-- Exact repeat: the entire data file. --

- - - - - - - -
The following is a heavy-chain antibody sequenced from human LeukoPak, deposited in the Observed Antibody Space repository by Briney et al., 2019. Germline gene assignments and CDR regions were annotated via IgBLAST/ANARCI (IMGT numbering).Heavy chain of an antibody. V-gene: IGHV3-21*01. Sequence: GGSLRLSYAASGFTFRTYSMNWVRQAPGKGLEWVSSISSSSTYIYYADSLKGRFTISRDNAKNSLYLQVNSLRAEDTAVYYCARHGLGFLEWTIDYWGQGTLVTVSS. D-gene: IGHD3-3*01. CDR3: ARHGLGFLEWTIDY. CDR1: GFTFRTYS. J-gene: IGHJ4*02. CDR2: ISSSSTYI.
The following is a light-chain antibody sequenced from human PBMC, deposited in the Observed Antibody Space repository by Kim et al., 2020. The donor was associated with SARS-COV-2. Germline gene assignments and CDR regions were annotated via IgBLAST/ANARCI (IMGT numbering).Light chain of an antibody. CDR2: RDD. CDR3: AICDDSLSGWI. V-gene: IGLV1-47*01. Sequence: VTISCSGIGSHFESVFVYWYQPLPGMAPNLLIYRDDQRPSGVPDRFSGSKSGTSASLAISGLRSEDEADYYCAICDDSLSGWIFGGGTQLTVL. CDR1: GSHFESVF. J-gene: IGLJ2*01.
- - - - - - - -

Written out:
The following is a heavy-chain antibody sequenced from human LeukoPak, deposited in the Observed Antibody Space repository by Briney et al., 2019. Germline gene assignments and CDR regions were annotated via IgBLAST/ANARCI (IMGT numbering).Heavy chain of an antibody. V-gene: IGHV3-21*01. Sequence: GGSLRLSYAASGFTFRTYSMNWVRQAPGKGLEWVSSISSSSTYIYYADSLKGRFTISRDNAKNSLYLQVNSLRAEDTAVYYCARHGLGFLEWTIDYWGQGTLVTVSS. D-gene: IGHD3-3*01. CDR3: ARHGLGFLEWTIDY. CDR1: GFTFRTYS. J-gene: IGHJ4*02. CDR2: ISSSSTYI.
The following is a light-chain antibody sequenced from human PBMC, deposited in the Observed Antibody Space repository by Kim et al., 2020. The donor was associated with SARS-COV-2. Germline gene assignments and CDR regions were annotated via IgBLAST/ANARCI (IMGT numbering).Light chain of an antibody. CDR2: RDD. CDR3: AICDDSLSGWI. V-gene: IGLV1-47*01. Sequence: VTISCSGIGSHFESVFVYWYQPLPGMAPNLLIYRDDQRPSGVPDRFSGSKSGTSASLAISGLRSEDEADYYCAICDDSLSGWIFGGGTQLTVL. CDR1: GSHFESVF. J-gene: IGLJ2*01.